Big dividend-paying stocks can be great investments. Well-established companies with strong cash flow that distribute their income to shareholders tend to outperform other stocks and provide a less bumpy ride over time. However, some of those dividend payers aren't what they seem.
As fellow Motley Fool contributor Matthew Frankel points out, warning signs include lots of debt, a dividend payment that exceeds profit, and declining cash flow. Three stocks that could be yield traps are Gannett (NYSE: GCI), IDT Corporation (NYSE: IDT), and Tupperware Brands (NYSE: TUP).
Good news, bad news
USA Today parent company Gannett sports a 6.3% dividend yield. A seemingly stable media and marketing business paired with that kind of payout may look like a great income generator. But investors, beware. This business isn't as stable as it may seem.
Gannett's 2017 revenue increased 3% over 2016, and its digital news and advertising transformation continues, with sales from that segment rising to 32% of the total in 2017 and 35% in the first quarter of 2018. However, playing catch-up in a world that increasingly relies on electronic devices to consume information may not be good enough. Operating revenue fell 6.5% year over year in the first quarter, led by a double-digit decline in print advertising. These declines show no signs of letting up. Add to that rising interest expense from debt, and the overall picture doesn't look great.
Management's own guidance says as much; revenue is expected to decline as much as 7% this year. A challenged print media industry is declining faster than Gannett can replace it with new digital outlets. The good news is that for now, Gannett generates more than enough free cash flow to cover its dividend. However, a declining business doesn't bode well for the dividend or share price in the long run.
A telecom treading water
IDT Corporation operates the Boss Revolution and net2phone services, enabling internet-based communications and money transfers around the globe. The small company has been under pressure from larger telecom and technology offerings for years. In spite of IDT's investments to improve its flagship businesses, revenue and cash flow continue to decline.
This has taken a toll on the stock over the years, which in turn has pushed the current dividend yield to an attractive-looking 6.2%. That's even after the company reduced its quarterly per-share payout from $0.19 to $0.09 at the end of last year. Investors face a risk of further cuts to the dividend, though, considering that free cash flow is currently negative.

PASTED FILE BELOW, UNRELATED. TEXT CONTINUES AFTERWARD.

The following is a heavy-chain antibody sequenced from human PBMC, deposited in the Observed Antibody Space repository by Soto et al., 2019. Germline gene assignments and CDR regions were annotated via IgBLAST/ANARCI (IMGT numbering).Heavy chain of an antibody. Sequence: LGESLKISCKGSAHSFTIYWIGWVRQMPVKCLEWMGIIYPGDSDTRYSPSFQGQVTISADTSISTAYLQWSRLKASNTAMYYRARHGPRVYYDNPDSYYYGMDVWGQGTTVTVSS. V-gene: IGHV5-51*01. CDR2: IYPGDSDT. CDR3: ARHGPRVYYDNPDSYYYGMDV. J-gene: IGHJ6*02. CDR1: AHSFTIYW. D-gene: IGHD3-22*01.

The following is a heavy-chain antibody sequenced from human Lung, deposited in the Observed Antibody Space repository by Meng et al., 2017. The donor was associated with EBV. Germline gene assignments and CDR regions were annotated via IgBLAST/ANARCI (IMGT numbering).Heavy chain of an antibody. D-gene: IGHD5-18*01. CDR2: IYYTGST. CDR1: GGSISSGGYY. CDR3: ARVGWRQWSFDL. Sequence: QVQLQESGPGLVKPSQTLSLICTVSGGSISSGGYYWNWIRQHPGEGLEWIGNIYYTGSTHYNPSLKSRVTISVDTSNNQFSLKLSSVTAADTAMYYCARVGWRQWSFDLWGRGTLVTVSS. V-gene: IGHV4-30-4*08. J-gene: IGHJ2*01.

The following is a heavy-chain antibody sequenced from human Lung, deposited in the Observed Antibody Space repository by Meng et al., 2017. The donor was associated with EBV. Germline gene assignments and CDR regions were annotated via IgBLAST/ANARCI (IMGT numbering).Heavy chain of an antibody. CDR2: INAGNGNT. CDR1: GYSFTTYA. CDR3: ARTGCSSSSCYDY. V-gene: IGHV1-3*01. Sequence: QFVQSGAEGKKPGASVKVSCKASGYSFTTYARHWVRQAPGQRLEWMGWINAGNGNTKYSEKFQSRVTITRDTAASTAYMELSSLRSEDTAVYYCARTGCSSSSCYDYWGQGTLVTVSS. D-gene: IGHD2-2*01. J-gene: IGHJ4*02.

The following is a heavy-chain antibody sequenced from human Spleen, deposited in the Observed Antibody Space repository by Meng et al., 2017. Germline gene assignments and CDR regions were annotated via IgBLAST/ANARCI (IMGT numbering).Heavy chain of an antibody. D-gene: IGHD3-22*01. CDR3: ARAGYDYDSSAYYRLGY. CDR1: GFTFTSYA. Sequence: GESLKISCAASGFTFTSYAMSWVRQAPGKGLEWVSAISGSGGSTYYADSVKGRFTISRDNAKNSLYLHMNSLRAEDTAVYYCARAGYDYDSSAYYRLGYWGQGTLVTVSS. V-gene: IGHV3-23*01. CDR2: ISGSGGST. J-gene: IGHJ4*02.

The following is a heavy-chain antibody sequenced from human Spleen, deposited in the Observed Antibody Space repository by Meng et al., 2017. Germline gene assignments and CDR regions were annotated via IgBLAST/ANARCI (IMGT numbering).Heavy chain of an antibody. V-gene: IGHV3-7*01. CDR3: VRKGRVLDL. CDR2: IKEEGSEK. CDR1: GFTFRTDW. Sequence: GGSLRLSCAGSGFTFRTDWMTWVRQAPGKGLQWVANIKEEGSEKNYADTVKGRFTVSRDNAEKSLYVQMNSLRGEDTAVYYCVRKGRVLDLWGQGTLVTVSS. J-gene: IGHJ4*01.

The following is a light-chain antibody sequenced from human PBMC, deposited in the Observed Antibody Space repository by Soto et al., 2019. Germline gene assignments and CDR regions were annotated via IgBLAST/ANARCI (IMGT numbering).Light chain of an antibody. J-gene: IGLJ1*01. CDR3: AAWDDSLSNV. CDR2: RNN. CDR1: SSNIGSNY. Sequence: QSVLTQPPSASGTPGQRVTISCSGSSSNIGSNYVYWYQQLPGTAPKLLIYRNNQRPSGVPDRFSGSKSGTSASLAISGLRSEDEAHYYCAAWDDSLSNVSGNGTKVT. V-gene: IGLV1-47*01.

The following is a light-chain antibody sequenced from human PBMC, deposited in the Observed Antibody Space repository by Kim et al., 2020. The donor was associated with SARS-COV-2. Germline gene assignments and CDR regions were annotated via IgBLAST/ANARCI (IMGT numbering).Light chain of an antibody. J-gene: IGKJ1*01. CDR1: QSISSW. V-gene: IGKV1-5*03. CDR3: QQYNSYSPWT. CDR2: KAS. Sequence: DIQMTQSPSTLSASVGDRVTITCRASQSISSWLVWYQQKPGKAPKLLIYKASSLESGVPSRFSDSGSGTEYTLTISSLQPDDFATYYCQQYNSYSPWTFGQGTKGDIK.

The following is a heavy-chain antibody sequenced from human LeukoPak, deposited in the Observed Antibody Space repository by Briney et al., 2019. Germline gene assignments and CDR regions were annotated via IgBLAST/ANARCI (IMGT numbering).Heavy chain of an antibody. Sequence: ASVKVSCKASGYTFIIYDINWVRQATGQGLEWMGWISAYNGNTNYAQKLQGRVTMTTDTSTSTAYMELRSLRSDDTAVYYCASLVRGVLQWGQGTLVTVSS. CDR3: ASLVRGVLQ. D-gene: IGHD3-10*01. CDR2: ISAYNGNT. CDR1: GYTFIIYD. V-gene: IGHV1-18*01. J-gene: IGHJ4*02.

As a result, IDT changed its payout classification to "return of capital" at the beginning of 2017. A return of capital isn't taxable like a dividend because it's considered a return of a shareholder's initial investment into the company. Because business operations aren't generating adequate cash flow to pay the dividend, retained earnings are used instead. That reduces cash on a company's balance sheet and can restrict its ability to invest for growth in the future. Such is the case at IDT right now, making this "dividend" payer a high-risk proposition for investors.
Is kitchen storage in trouble?
Tupperware Brands has been in free fall for years. The global manufacturer and social seller of kitchen storage has had declining revenue and free cash flow in what has been a challenging environment for many retailers. And 2018 got off to a rough start when management called for another 2% year-over-year decline in sales for the quarter ended June 30.
Though business has been in a slide, Tupperware has maintained its dividend payment, which now yields a cool 6.5%. That may look too good to resist, but it's not a reason for potential investors to jump aboard. Dividends paid are exceeding free cash flow, and with sales expected to be flat at best in 2018, the current payment may be unsustainable.
Tupperware has embarked on a revitalization plan that includes asset sales and a revamp of its product lineup. But to date, that hasn't helped reverse its negative trends. Management has said that it will maintain the dividend anyway, plus spend $200 million repurchasing shares. Unless the company can turn the tide and rekindle overall top-line growth, these moves probably won't pay off for shareholders.
While high-yielding stocks can be a great source of income and provide steady growth in investors' portfolios, not all of them are good deals. Some carry high risk and are more a bet on a rebound than on stability. Thus, income investors should exercise caution and make sure a company can adequately support its payout before buying shares.
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